Mormon church-owned company buys huge swath of Florida land

Orlando Sentinel/November 7, 2013

By Kevin Spear

The Mormon church stands to own nearly 2 percent of Florida by completing a deal to buy most of the real estate of the St. Joe Co. for more than a half-billion dollars.

The megapurchase was announced jointly Thursday by a corporate representative of church, which owns the nearly 295,000-acre Deseret Ranches in Central Florida, and by the real-estate and timber business, which has built several communities along the Panhandle coast.

According to the announcement, a church entity, AgReserves Inc., will buy 382,834 acres – the majority of St. Joe's timberlands – in Bay, Calhoun, Franklin, Gadsden, Gulf, Jefferson, Leon, Liberty and Wakulla counties for $565 million.

Completion of the deal will leave the Utah-based church with 678,000 acres, an area larger than any other private holding in Florida, according to widely shared but unconfirmed rankings of top landowners.

AgReserves Inc., a taxpaying company of The Church of Jesus Christ of Latter-day Saints, will maintain timber and agricultural uses of the Panhandle acreage, according to the announcement.

"AgReserves has demonstrated its commitment to wise land stewardship and prudent resource management during more than 60 years of ranching and agricultural operations in east central Florida," said Paul Genho, chairman of AgReserves. "We will apply that same commitment and expertise to managing the property we are acquiring in Florida's panhandle."

Owned by the church for nearly 60 years, Deseret Ranches sprawls across Orange, Osceola and Brevard counties and is increasingly seen as critical to the Orlando region's water supply, road and rail network and future development.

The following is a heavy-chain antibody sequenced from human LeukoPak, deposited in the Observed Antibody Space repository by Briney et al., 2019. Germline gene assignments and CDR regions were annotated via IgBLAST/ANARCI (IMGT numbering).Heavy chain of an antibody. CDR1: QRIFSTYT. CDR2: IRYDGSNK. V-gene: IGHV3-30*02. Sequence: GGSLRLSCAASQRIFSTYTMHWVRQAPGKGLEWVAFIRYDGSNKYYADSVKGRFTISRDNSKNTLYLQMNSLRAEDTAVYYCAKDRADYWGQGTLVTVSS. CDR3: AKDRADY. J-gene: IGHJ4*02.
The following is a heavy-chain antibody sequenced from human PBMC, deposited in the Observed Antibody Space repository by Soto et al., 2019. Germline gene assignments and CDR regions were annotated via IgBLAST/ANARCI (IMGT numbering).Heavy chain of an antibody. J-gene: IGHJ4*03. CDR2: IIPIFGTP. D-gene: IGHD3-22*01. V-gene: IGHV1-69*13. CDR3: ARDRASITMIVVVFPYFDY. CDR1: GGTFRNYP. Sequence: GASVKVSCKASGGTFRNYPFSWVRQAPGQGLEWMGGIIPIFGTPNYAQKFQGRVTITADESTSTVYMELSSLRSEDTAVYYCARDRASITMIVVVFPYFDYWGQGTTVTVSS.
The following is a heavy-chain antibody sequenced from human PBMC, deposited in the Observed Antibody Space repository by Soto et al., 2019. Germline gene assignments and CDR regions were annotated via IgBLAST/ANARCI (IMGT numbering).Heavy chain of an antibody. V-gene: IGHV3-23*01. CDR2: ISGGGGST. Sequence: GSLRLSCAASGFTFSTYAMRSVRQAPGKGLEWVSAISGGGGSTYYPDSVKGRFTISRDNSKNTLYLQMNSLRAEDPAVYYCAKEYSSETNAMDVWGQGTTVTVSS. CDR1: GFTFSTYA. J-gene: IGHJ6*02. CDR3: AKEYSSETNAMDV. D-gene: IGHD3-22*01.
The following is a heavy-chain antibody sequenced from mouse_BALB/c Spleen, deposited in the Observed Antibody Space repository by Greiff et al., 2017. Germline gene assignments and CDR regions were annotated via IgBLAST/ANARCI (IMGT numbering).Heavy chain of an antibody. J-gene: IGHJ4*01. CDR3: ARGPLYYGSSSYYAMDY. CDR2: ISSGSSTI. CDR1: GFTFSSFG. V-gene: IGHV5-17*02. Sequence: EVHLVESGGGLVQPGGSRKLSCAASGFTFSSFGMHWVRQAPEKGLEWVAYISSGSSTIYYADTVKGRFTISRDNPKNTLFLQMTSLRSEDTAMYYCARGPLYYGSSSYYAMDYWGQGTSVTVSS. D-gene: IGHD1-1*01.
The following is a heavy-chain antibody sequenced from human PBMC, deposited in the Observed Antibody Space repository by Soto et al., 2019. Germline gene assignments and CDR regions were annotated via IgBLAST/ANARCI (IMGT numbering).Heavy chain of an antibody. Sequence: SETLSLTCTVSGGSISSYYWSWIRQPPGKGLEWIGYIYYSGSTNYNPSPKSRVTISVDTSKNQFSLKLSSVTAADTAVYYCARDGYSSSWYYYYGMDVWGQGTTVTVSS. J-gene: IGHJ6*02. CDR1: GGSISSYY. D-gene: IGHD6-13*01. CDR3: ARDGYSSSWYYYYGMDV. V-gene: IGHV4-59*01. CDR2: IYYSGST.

Commissioner of Agriculture Adam Putnam praised the announced deal as long-term investment in the state's timber and cattle business.

"This transaction between two of Florida's largest and most committed land stewards is a meaningful reminder of the economic and ecological value of agriculture in our state," Putnam said.

Charles Pattison, president of the smart-planning group 1000 Friends of Florida, said there has been little pressure for development of the St. Joe timberlands, which are well away from the Panhandle coast.

But Pattison said no other metropolitan area in the state borders such a huge and potentially developable piece of property as Deseret Ranches, which covers a largely roadless and unpopulated area southeast of Orlando.

Last week, Gov. Rick Scott signed an executive order that created the East Central Florida Corridor Task Force to plan for roads, development and environmental protection in an area dominated by Deseret Ranches.

"It is more important than ever that we work together to plan our future," said ranch manager Erik Jacobsen in response to the task force formation. "We look forward to collaborating with leaders from the state and Brevard, Orange and Osceola counties."

With 44,000 head of cattle, the ranch property also is one of the nation's largest producers of calves and manages thousands of acres of citrus groves, vegetable farms and timberlands.

Orlando, Orange County and state water authorities have been planning for years to accommodate growing populations by pumping water from Taylor Creek Reservoir within ranch boundaries.

A St. Joe Co. official said the sale will help the company, to be left with 184,000 acres after the sale, focus on its real-estate development.

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